Naveen Reddy, Director of Ratings
On Thursday, Ebix’s shares declined by almost 27% after a previously unknown research firm Gotham City Research LLC posted a lengthy report on Seeking Alpha, pillorying the company for its related party transactions, accounting statements and tax strategies, among other things.
The Gotham City website is as intriguing and opaque as Ebix’s financials are claimed to be. Little can be gleaned about the firm; the only known research report it has generated in its existence is the one targeting Ebix. The “About” section of the website states, “Gotham City Research LLC focuses on due diligence-based, special situation investing. As of the publication date of our articles, we may have long or short equity positions in the companies covered.” The sum total of Gotham’s work leaves little doubt that the firm is short Ebix shares.
GMI Ratings is in the business of assessing issuer risk within its global coverage universe by utilizing two main measurements – our ESG rating which measures Long- term Sustainability Risk and our AGR rating which measures Short-term Negative Event Risk. Ebix’s current ESG rating is a “C”, which reflects moderate sustainably risk, but not overly concerning. More instructive is Ebix’s current AGR rating of 5, which represents greater accounting and governance risk than 95 percentile of all companies in North America. The company has been rated as “Very Aggressive” since December 2009.
As the Herbalife drama has demonstrated in recent weeks, it does not pay for investors to step into the volatility cycle that typically follows the back and forth recriminations in a public spat. Moving away from Ebix’s stock price movement, there are a number of key takeaways elicited based on the AGR rating. Among the component metrics GMI flags within AGR is Ebix’s ratio of Operating Revenue to Operating Expense, which has been approximately 50% higher than the industry median for Software companies, placing it in the top 3% of the distribution for at least the last 3 years. The quality of Ebix’s assets is poor, with Goodwill representing a very high 65% of Total Assets, compared to an industry median of 18%. Intangibles are also considered to be high at 16% of Total Assets relative to an industry norm of 6%. Lastly, GMI flags the recent jump in both short-term and long-term Deferred Tax Assets relative to Operating Expenses. The increase suggests a possibility that adequate valuation allowances may not have been set up against these reserves and current period expenses may have been understated. The notion that Assets may be overstated is supported by significantly lower than median Revenues generated per dollar of Assets (Asset Turnover) that is also flagged as a risk element. A Barron’s blog entry covering the emerging Ebix story also echoed concerns that another Barron’s author had with the company’s tax practices back in July 2011.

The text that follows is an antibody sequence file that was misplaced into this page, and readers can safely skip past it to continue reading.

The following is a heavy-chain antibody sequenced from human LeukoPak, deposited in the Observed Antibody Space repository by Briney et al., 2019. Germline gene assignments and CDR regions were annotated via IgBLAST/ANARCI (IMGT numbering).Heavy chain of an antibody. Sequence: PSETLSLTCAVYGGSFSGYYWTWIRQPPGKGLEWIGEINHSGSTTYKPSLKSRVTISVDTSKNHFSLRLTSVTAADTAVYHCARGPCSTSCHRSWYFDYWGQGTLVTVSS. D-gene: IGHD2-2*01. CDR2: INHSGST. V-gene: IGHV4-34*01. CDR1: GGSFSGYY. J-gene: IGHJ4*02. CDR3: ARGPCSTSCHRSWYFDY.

Additionally, the GMI Litigation Risk Model projects the probability of shareholder class action litigation over various time horizons and also produces a score which represents the percentile rank of that probability. The model has indicated increasing concern since November 2012 when the score dropped from a 12 in November 2012, of to its current score of 2, meaning “High Risk.” This places Ebix in the 2nd percentile of all companies in North America, indicating higher shareholder class-action litigation risk than 98% of all rated companies.
The AGR rating measures forensic accounting risk – the risk that the public disclosures made by companies misrepresent actual results and are therefore not reliable for use in analysis. Though current AGR score of 5 does indicate very high forensic accounting risk, and the financial metrics mentioned above do align and provide some meat to the Gotham thesis, this data is not an open invitation to short a stock. Rather, AGR serves as a critical tool to help assess risks before material accounting issues do surface, and allows investors to screen out companies that exhibit troublesome characteristics.
Ebix states on its website that it is “A leading international supplier of On-Demand software and E-commerce services to the insurance industry.” Gotham City sets up the substance of its report by drawing a clear parallel between Ebix and other noted software accounting frauds such as Autonomy, Lernout & Hauspie, AremisSoft and Network Associates. Whether or not Gotham City’s extensive accusations of fraud have a similar outcome, investors who have had their eye on AGR, and simply avoided companies that are rated “Very Aggressive”, could have altogether side stepped the large hit that Ebix shares took on Thursday.